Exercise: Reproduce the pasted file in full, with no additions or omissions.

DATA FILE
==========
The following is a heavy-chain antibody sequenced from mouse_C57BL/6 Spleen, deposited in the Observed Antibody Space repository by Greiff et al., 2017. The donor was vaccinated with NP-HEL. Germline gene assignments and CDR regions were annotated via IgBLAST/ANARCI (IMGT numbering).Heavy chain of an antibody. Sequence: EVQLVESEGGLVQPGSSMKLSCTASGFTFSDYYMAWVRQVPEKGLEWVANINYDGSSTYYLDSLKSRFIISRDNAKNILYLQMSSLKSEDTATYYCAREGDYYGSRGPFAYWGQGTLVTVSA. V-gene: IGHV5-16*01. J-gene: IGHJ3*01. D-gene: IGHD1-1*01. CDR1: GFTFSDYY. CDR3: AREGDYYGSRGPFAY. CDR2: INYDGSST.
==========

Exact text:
The following is a heavy-chain antibody sequenced from mouse_C57BL/6 Spleen, deposited in the Observed Antibody Space repository by Greiff et al., 2017. The donor was vaccinated with NP-HEL. Germline gene assignments and CDR regions were annotated via IgBLAST/ANARCI (IMGT numbering).Heavy chain of an antibody. Sequence: EVQLVESEGGLVQPGSSMKLSCTASGFTFSDYYMAWVRQVPEKGLEWVANINYDGSSTYYLDSLKSRFIISRDNAKNILYLQMSSLKSEDTATYYCAREGDYYGSRGPFAYWGQGTLVTVSA. V-gene: IGHV5-16*01. J-gene: IGHJ3*01. D-gene: IGHD1-1*01. CDR1: GFTFSDYY. CDR3: AREGDYYGSRGPFAY. CDR2: INYDGSST.